Shark Tank’s Kevin O’Leary says failing regional banks should be allowed to collapse: ‘Let the ones run by idiots go to zero’

May 10, 2023, 10:56 AM UTC
"Shark Tank" star Kevin O'Leary says regional banks "run by idiots" should be allowed to fail.
Christopher Willard—ABC via Getty Images

Regional banks are obsolete and need to be allowed to fail, according to Shark Tank star and famed entrepreneur Kevin O’Leary.

Speaking to Bloomberg TV on Tuesday, O’Leary—an investor, founder, television personality, and author of several books on financial literacy—said it would be better to have a greater number of large banks than a slew of regional banks, noting that this was a “proven model” in many countries including the U.K., Canada, and Australia.

“The reasons for regional banks that were important 60 or 100 years ago through the differentiation of the economy in different parts of the country makes no sense anymore because we have digital banking—97% of banking is done online,” he argued. “But the real issue is the lack of confidence in the management… Remember, we started with 20,000 regional banks, we’re down to 4,500. What percentage of these banks are run by idiots? We don’t know. Each week it’s a rolling disclosure of an upside-down balance sheet, poor management.”

Regulators seized San Francisco–based regional bank First Republic last week and sold the majority of its assets to JPMorgan, after customers worried about the struggling lender’s financial health withdrew more than $100 billion.

The collapse marked the third American bank failure in just two months and the second biggest in U.S. history, after fellow regional lenders Silicon Valley Bank and Signature Bank failed within days of each other in March.

Silicon Valley Bank was bought by North Carolina–based First Citizens Bank in the weeks following its failure, while Signature Bank was quickly taken over by New York Community Bancorp, parent company of Flagstar Bank.

Obsolete system

O’Leary argued on Tuesday that because the regional banking system has become obsolete in the U.S., the financial system should “let the ones run by idiots go to zero.”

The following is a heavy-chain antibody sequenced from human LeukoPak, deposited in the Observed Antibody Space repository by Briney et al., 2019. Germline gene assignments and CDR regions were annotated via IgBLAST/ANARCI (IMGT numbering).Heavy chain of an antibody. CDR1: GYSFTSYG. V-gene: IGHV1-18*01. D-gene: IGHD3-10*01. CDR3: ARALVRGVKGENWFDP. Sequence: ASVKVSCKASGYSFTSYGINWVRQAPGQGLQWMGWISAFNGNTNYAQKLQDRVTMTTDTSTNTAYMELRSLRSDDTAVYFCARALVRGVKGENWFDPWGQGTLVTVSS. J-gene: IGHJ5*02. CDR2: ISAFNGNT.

“That’s the great thing about the markets, it finds the bad managers, culls them, and eliminates them,” O’Leary said. “We have to let that happen here. So many idiot managers in banking.”

The Shark Tank star also revealed during Tuesday’s interview that he is refusing to invest money in companies that keep their cash with regional lenders.

“The real heart of the issue is, and I’ve told this to all our portfolio companies—give me a reason that you would keep any of the cash I invested in your company in a regional bank,” he said. “That’s question number one. Why do I have to put any cash at risk? Get it out of there, move it into one of the major money center banks, otherwise we won’t lend you any more, or buy any more of your equity. And I’m not the only person doing this; this is happening every single hour.”

O’Leary isn’t the only high-profile investor to argue in recent days that the number of U.S. banks needs to be trimmed.

Speaking at the Milken Institute Global Conference in Beverly Hills last week, Todd Lemkin, CIO of alternative asset management firm Canyon Partners, said the recent banking failures were a sign that regulators were overwhelmed by too many institutions in the financial system.

“We need a consolidation,” he insisted. “We need less banks.”

Meanwhile, famed investor Bill Ackman also threw cold water on the prospects of the regional banking system.

In a tweet last Wednesday, the founder and CEO of Pershing Square Capital Management cast a grim assertion in relation to America’s smaller banks.

“Banking is a confidence game,” he wrote. “At this rate, no regional bank can survive bad news or bad data as a stock price plunge inevitably follows.”

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